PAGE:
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The campaign takes off
The Evatt Foundation continues the debate on the challenge to our civil and industrial liberties. I was fortified by developments at the NSW ALP Conference on the Queen's birthday weekend. Having attended every ALP conference since l954, I can confidently say there is a genuine unity in the labour movement against the coalition's industrial relations laws.
Premier Morris Iemma, on behalf of the NSW government, was much clearer and firmer than the previous premier, when he pledged to fight the federal government. The industrial relations minister, John Della Bosca, said he would work closely with the unions in protecting workers and fighting the national government. At the conference, the characteristic of the debates around the IR legislation was that every industry and every region of the state had stories of the abuse of power by employers allowed by this legislation.
At a press conference organised by Unions NSW, Greg Combet launched the ACTU television commercials, which told the stories of individual workers disadvantaged and/or sacked without justice. Union leaders have realised that it is not the talking head leaders that will win this issue; rather, it is the brave victims of the system, talking to other families and the community.
The leader of the federal opposition, Kim Beazley, made a clear declaration, repudiating the Howard IR legislation and pledged to repeal it. This is the primary issue in the next federal election, and in this Evatt Newsletter, we lead our feature on industrial relations with Beazley's speech rejecting AWAs. We also reproduce Sharan Burrow's address to the ILO Committee at the International Labour Conference of the ILO, presented as the Australian worker delegate's speech. Burrow's conclusion rings, in summary:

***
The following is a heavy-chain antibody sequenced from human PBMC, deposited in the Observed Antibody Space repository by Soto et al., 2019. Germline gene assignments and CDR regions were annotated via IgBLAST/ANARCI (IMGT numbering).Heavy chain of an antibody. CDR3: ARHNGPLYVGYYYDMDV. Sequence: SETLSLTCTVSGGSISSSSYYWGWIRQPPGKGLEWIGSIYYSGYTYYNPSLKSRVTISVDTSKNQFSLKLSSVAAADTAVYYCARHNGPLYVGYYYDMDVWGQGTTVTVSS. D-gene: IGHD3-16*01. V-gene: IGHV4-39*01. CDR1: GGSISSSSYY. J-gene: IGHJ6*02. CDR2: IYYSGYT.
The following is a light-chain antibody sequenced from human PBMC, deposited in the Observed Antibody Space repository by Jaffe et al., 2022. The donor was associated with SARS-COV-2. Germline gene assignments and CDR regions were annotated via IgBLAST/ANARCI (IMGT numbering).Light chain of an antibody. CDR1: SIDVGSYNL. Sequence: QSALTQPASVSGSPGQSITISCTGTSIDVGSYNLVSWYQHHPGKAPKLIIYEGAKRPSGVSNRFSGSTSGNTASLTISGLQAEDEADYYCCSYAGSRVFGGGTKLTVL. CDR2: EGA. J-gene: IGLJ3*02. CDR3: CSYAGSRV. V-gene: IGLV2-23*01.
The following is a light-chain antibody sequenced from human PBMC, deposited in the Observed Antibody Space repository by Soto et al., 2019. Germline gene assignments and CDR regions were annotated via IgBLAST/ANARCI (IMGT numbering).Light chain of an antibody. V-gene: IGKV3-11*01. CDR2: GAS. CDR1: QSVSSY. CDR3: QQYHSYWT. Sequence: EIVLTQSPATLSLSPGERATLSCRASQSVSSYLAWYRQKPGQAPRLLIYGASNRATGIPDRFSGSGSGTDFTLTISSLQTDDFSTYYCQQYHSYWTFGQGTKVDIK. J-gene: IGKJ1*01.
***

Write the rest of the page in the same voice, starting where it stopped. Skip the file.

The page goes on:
The Australian government's new 'WorkChoices' legislation actually means no choices for working Australians and unilateral power to employers - a backward step for a rich and democratic nation like Australia, and a backward step for international labour rights.
In addition to these two formal landmarks, in this Evatt Newsletter we present two reflective pieces. The first by Bradon Ellem from the latest issue of the journal of Labour History looks at the government's new regulation, and seeks to ascertain the extent to which WorkChoices embodies change or continuity. "Today", writes Professor Ellem, "WorkChoices is about much more than industrial relations, though that would be radical enough. It is at once a dramatic reflection of changes in Australian society, and an attempt to reshape still further not only the regulation of employment but also class and power in Australia."
The oxymoron that says WorkChoices means "deregulation" is the focus of our second reflective piece, by Braham Dabscheck from the current special IR issue of Economic and Labour Relations Review. With deep erudition in the history of the recent period of industrial relations, in "The Contract Regulation Club" one of Australia's leading specialists fully reverses the assumptions in Gerard Henderson's landmark essay on the "The Industrial Relations Club".
"John Howard recently went to the United States to be praised by President George Bush. He came back to Australia to raise the nuclear power issue. What is he up to? Is he trying wedge politics on the uranium issue? Did Bush ask him to help solve the Indian nuclear issue? Will talk of nuclear power diffuse the climate change crisis as the grass shrivels around the white picket fence?"